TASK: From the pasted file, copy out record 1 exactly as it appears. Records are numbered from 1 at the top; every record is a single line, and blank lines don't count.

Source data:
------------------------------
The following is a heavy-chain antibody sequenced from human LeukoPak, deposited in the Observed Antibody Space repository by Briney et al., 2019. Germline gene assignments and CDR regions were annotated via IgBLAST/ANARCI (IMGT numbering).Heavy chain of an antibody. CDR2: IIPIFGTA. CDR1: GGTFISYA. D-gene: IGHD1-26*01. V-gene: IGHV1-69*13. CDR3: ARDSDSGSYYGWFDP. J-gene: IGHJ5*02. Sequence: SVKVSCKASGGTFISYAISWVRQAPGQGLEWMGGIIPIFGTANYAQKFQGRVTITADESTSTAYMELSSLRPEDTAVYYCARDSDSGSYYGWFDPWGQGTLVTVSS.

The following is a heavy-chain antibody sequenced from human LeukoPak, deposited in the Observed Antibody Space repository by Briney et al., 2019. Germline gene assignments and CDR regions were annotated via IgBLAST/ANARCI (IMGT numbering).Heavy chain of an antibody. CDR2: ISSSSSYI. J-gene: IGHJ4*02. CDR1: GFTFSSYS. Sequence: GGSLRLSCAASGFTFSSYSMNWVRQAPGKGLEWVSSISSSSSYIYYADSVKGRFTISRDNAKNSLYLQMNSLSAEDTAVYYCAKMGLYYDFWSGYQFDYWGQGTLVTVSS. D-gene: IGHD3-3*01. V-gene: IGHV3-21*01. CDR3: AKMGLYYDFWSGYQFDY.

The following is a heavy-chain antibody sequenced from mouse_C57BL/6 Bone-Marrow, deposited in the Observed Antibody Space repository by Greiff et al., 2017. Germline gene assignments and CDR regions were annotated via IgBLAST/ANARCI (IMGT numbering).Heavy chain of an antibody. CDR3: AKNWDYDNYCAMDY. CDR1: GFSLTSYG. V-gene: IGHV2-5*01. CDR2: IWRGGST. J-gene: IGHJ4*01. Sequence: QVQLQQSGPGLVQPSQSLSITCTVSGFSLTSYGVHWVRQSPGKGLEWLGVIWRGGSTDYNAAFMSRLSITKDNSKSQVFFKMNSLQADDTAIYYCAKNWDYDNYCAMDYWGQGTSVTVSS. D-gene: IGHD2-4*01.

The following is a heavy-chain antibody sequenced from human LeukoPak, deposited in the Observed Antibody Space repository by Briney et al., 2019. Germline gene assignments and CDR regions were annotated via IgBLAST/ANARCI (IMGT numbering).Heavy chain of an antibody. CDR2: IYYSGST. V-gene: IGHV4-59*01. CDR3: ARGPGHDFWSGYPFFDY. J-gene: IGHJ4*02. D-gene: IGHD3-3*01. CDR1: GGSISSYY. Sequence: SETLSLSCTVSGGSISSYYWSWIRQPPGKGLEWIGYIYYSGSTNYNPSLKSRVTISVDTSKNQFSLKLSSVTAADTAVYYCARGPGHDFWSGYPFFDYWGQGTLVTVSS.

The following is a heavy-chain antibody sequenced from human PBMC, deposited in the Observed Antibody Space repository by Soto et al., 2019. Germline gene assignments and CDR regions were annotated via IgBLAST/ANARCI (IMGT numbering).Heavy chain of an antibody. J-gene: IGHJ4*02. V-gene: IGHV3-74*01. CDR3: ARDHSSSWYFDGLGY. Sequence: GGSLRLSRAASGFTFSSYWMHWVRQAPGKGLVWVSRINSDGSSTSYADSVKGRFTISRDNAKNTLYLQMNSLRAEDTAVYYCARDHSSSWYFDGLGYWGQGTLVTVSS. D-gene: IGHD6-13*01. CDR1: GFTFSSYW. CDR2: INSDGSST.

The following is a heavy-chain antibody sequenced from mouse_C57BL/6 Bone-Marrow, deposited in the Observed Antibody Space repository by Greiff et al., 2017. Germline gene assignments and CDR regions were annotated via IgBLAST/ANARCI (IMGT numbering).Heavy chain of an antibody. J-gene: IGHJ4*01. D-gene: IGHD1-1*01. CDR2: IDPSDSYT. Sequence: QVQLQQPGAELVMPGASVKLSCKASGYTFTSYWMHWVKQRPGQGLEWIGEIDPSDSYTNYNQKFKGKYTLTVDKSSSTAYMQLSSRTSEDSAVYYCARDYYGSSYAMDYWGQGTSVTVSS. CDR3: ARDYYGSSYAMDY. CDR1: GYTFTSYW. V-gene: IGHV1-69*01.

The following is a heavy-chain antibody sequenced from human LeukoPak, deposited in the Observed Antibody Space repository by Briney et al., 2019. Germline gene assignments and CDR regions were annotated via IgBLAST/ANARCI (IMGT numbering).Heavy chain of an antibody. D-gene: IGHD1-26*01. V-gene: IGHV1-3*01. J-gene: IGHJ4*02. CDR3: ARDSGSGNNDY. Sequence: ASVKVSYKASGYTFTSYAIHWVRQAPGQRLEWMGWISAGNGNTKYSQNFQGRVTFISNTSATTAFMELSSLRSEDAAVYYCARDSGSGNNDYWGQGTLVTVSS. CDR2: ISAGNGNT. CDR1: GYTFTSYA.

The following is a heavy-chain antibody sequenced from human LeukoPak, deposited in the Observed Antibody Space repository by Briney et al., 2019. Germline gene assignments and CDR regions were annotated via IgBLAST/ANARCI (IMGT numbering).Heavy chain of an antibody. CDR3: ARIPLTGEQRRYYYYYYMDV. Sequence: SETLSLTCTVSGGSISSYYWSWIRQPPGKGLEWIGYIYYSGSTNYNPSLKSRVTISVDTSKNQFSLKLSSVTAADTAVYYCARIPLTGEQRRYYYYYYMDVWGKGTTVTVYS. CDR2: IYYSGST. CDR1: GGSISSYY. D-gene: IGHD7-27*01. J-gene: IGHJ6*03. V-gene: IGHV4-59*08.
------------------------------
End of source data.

The following is a heavy-chain antibody sequenced from human LeukoPak, deposited in the Observed Antibody Space repository by Briney et al., 2019. Germline gene assignments and CDR regions were annotated via IgBLAST/ANARCI (IMGT numbering).Heavy chain of an antibody. CDR2: IIPIFGTA. CDR1: GGTFISYA. D-gene: IGHD1-26*01. V-gene: IGHV1-69*13. CDR3: ARDSDSGSYYGWFDP. J-gene: IGHJ5*02. Sequence: SVKVSCKASGGTFISYAISWVRQAPGQGLEWMGGIIPIFGTANYAQKFQGRVTITADESTSTAYMELSSLRPEDTAVYYCARDSDSGSYYGWFDPWGQGTLVTVSS.